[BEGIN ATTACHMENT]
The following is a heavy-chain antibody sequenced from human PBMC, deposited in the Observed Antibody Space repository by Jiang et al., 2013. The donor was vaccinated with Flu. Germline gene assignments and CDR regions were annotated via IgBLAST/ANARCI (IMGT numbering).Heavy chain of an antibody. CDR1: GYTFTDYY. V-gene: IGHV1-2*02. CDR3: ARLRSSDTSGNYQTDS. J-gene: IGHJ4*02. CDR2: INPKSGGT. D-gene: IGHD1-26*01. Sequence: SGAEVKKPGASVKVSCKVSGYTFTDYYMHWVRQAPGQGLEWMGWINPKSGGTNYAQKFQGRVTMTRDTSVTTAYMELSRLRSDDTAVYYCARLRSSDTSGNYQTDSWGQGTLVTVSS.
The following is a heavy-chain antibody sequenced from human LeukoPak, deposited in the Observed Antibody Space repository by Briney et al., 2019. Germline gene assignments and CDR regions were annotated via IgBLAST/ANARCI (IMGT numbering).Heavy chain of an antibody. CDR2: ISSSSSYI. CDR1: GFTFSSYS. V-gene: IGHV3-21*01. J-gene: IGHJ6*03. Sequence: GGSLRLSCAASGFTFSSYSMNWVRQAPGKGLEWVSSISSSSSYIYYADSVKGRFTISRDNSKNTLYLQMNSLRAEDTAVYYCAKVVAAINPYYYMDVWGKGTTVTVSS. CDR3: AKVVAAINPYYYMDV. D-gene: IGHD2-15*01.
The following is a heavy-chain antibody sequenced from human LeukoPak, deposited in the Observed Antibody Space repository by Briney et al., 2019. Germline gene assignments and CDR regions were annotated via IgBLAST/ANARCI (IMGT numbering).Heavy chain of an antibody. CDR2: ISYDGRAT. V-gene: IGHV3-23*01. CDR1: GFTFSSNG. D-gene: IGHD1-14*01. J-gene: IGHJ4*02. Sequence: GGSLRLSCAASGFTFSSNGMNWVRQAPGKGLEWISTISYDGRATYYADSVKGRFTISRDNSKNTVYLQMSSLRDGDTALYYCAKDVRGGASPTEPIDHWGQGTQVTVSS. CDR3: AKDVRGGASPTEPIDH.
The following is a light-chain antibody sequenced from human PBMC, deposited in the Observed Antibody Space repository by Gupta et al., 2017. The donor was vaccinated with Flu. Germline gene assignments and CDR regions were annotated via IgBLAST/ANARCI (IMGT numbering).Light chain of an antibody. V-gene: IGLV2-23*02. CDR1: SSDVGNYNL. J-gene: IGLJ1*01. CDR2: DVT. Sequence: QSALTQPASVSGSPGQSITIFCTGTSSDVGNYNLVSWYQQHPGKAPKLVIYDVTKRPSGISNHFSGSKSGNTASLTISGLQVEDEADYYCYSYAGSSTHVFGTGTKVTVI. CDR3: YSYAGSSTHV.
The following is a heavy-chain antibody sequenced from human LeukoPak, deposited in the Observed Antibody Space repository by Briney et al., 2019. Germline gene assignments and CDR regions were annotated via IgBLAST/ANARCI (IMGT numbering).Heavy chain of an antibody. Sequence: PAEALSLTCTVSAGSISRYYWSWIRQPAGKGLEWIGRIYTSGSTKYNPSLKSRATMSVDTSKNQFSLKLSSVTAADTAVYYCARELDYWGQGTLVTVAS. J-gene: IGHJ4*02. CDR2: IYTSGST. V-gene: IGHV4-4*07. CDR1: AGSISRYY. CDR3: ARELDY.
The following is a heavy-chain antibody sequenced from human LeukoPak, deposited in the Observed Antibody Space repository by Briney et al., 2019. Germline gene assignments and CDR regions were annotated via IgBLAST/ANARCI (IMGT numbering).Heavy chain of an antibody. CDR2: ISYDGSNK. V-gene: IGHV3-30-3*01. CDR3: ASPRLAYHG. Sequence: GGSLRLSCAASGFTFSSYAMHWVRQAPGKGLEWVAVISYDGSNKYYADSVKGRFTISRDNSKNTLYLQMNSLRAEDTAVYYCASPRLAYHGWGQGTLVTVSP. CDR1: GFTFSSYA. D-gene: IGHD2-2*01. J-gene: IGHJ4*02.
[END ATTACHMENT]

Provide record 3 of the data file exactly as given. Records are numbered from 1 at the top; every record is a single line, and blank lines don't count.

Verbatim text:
The following is a heavy-chain antibody sequenced from human LeukoPak, deposited in the Observed Antibody Space repository by Briney et al., 2019. Germline gene assignments and CDR regions were annotated via IgBLAST/ANARCI (IMGT numbering).Heavy chain of an antibody. CDR2: ISYDGRAT. V-gene: IGHV3-23*01. CDR1: GFTFSSNG. D-gene: IGHD1-14*01. J-gene: IGHJ4*02. Sequence: GGSLRLSCAASGFTFSSNGMNWVRQAPGKGLEWISTISYDGRATYYADSVKGRFTISRDNSKNTVYLQMSSLRDGDTALYYCAKDVRGGASPTEPIDHWGQGTQVTVSS. CDR3: AKDVRGGASPTEPIDH.